Tuesday, 20 August 2013

Book Review: The Bone Season by Samantha Shannon

Pros: intricate world-building, strong female protagonist, glossary of terms

Cons: lots of characters to remember (no character list)

Paige Mahoney is a dreamwalker, able to send her spirit into the aether.  She works for the criminal underworld of Scion London because clairvoyant powers like hers are illegal.  Unnatural.  A series of unfortunate events leaves her hunted by the Night Vigilance Division, voyants who work for the state against their own kind.  But it's a different group that finds her.  Instead of being executed or brought to the tower, she's drugged and woken up in a different city.  She finds herself a prisoner of a race of beings called Rephaite.  Beings who helped bring Scion to power.  Beings who are now her masters.

The world building in this novel is incredible.  Shannon has created 1) an alternate history from 1859, when clairvoyance became widespread, 2) a kind of caste system for clairvoyants, including numerous ways to access the aether, 3) a complex crime syndicate based in London, 4) a dystopian government that's extending its powers, 5) the Rephaite and Emim, and 6) the penal city of Sheol I.

While there are a few info dump style scenes, they're quick and intigrated into the story.  And you really need them.  So much is going on that the faster you're grounded in the background of each section, the more interesting the story is.  The information is explained in different ways, the branches of clairvoyance are delivered via an infographic at the start of the novel, there's an orientation meeting for Shoel I, and Paige learns more about the city from other inmates.  I really appreciated that Paige's flashbacks not only allowed you to learn more about her character but were used as a point of intrigue later on in the narrative.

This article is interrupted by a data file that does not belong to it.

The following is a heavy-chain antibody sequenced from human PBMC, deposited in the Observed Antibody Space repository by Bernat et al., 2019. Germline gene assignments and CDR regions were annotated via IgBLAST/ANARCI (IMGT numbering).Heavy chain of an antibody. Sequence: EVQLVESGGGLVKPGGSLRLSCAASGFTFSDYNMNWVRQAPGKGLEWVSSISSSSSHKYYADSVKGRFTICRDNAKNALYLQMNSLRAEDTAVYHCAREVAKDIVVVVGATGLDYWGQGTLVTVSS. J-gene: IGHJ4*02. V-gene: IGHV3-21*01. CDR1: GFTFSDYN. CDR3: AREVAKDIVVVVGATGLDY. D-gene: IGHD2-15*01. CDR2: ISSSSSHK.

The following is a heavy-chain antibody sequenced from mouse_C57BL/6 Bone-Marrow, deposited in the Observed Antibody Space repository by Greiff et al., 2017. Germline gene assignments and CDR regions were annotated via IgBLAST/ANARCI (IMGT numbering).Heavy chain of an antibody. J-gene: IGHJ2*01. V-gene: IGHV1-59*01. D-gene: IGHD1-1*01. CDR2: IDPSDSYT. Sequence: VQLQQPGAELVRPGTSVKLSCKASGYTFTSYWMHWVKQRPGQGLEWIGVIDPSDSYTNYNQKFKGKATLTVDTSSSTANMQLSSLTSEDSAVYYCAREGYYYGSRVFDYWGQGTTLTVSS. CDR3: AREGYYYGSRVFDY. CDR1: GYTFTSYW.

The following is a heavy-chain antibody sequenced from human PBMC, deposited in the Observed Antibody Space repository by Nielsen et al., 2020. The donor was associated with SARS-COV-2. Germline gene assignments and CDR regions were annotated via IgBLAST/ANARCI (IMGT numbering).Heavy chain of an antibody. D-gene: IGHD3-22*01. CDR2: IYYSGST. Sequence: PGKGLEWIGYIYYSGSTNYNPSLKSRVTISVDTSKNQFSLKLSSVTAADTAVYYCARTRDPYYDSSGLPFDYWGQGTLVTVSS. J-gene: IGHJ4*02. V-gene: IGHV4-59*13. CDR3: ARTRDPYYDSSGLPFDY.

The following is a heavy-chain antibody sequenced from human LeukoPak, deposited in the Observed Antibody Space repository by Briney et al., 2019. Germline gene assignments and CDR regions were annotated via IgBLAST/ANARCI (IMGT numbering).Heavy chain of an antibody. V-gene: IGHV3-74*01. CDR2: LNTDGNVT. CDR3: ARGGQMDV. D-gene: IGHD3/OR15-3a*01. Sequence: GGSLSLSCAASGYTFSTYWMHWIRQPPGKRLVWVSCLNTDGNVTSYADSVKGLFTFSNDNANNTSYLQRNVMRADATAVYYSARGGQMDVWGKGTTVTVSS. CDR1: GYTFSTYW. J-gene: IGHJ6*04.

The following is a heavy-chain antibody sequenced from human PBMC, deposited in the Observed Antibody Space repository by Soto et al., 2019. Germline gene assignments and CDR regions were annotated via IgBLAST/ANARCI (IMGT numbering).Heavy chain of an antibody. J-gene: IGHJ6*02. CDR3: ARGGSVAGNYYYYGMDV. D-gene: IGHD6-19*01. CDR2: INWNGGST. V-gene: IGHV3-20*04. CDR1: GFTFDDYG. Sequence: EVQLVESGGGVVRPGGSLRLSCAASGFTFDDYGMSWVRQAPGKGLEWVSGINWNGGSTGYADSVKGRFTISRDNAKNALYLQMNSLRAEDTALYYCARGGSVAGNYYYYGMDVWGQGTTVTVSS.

Paige is a flawed but still kick-ass protagonist.  She makes mistakes in the book and pays for them, but comes back fighting.  Her progression through the book feels realistic.  She's trying not to give in to hopelessness like so many others around her, while at the same time understanding that she has something to return to should she escape, unlike many of the others. 

The Rephaite are fantastic bad guys.  The more Paige learns about them, the more evil they become.  And yet, she's drawn to her keeper, who isn't quite like the others.  Their relationship is complicated and rather fun to read.

One of the few complaints I had about the novel was the large number of characters.  There are Paige's syndicate members (by name and codename), people in government, people from history, numerous Rephaite, and the people in Shoel I, who you have to remember by both name and number.  The numbers could confuse you too, as Paige was sometimes her full number, XX-59-40, sometimes XX-40 and sometimes just 40.  A list of characters, with their numbers/aliases, would have been a helpful addition alongside the included glossary of terms (which I had to refer to several times towards the end of the book).  

Another complaint was that amaranth became too powerful towards the end of the novel, which reduced tension in some otherwise tense scenes.

This is the first of a planned 7 book series.  Given everything introduced in this book, I can't wait to see what the author does next.  There's so much left unexplored, especially with regards to the Rephaite.  And while this book is definitely open ended, there is a sense of completion to this volume, which I appreciated.

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